According to the Washington State Department of Ecology, Thompson Creek contributes to 43% of the total phosphorous in Newman Lake, making it a logical target for reduction efforts.
“Since so much of the lake’s water quality issues arise from Thompson Creek, we get a lot of bang for our buck by focusing on improving the health of that specific waterway,” said Walker.
Improving Thompson Creek has long been a goal, and several time consuming and costly measures have been implemented in the past with varying degrees of success.
“We weren’t getting the results we hoped for from other projects and we needed to go in a different direction; we needed to get creative,” said Walker.
Inspiration struck in the form of brown fur and bucked teeth — beavers. Like ecosystem engineers, beavers manipulate their environment by building dams that slow the passage of water through a river and can act as a natural filter that cleans the water supply. Beaver dam analogs aim to do the same thing through creating roughness — think speed bumps — to slow water velocity and allow sediment and pollutants to settle. The beaver dam analogs will also raise the water level of Thompson Creek, reconnecting it to its floodplain and allowing for the growth of more natural vegetation to create a healthier ecosystem.
“The Partners for Fish and Wildlife Program has had success with at least 20 BDAs in other Washington watersheds and, with the help of our ʻdream team,’ we knew our odds of making positive change in Thompson Creek were high,” Walker said.
The “dream team,” compromised of partners from every level — The Lands Council, Partners for Fish & Wildlife Program at Turnbull National Wildlife Refuge, Gonzaga University, Spokane Conservation District, Newman Lake Property Owners Association, and Spokane County — got to work in 2019 and began making the beaver dam analogs in Thompson Creek a reality.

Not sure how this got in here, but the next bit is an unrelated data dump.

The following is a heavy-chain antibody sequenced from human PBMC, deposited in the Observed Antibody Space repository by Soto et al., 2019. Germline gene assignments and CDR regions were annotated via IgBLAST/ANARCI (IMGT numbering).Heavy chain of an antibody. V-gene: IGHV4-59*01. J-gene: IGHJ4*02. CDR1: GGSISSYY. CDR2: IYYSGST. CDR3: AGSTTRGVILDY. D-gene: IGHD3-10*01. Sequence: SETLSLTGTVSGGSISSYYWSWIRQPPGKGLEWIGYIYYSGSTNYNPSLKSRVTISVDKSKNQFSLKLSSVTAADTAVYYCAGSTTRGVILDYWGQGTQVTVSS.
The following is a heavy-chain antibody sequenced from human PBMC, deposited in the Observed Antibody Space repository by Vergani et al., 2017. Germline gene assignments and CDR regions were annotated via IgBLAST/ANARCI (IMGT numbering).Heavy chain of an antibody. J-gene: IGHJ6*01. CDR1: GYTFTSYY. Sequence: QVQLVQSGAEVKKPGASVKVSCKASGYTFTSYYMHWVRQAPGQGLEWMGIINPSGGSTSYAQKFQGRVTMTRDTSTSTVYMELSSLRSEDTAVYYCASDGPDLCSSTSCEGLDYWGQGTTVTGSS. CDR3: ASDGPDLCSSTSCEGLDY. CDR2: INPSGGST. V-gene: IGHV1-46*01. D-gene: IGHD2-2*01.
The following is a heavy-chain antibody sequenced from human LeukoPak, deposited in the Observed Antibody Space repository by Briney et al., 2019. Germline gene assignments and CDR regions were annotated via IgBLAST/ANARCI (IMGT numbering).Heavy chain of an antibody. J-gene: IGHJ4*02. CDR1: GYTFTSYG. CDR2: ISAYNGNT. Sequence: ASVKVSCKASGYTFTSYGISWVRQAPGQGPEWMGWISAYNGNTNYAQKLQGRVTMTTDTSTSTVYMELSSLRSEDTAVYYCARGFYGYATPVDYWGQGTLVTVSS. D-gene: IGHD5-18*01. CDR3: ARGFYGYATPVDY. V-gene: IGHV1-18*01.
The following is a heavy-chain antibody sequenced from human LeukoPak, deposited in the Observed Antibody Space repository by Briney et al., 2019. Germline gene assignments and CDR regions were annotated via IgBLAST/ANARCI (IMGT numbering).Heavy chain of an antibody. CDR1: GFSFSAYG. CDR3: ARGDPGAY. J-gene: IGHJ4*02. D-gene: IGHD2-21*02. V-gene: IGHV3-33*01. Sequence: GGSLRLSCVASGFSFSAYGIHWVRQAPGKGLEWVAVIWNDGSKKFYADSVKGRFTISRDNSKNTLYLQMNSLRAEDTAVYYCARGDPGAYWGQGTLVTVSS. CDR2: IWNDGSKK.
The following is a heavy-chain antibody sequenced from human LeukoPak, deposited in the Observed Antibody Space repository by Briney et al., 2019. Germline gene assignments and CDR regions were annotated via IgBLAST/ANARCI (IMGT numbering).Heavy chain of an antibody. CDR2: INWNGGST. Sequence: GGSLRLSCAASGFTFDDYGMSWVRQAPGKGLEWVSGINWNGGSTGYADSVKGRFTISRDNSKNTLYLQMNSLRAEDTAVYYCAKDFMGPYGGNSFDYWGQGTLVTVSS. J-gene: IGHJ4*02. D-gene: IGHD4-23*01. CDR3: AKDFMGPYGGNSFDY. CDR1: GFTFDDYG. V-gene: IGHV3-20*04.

In addition to this collaboration among agencies and organizations, local people also played an essential role in the beaver dam analog project.
“The on-the-ground part of this project would not have been possible if not for volunteers and students in the community who helped us weave the materials together to create the structures,” said Hall, “It’s been a really inspiring project from start to finish.”
Before this on-the-ground work began, a senior design team of Gonzaga civil engineering students led by professor of civil engineering Dr. Sue Niezgoda got to work in the classroom, conducting an extensive literature review and evaluation of the existing watershed. From there, the students developed a beaver dam analog design that mitigates some of the water quality issues in Thompson Creek.
“I love working on these collaborative BDA projects — especially with Brian and Kat — because they are fairly small scale and have a big impact,” said Niezgoda. “Thompson Creek is the biggest project we have worked on, and it is a great opportunity for my civil engineering undergraduate students to sink their teeth into a real project — it teaches them how to apply their water resources knowledge to design and literally get their feet wet.”
After the design phase comes what Niezgoda calls “the fun part” — implementation. Hall describes this step as “people, posts, plants, and paperwork”, and her job is to bring together students, landowners, and other volunteers to install the BDA structures.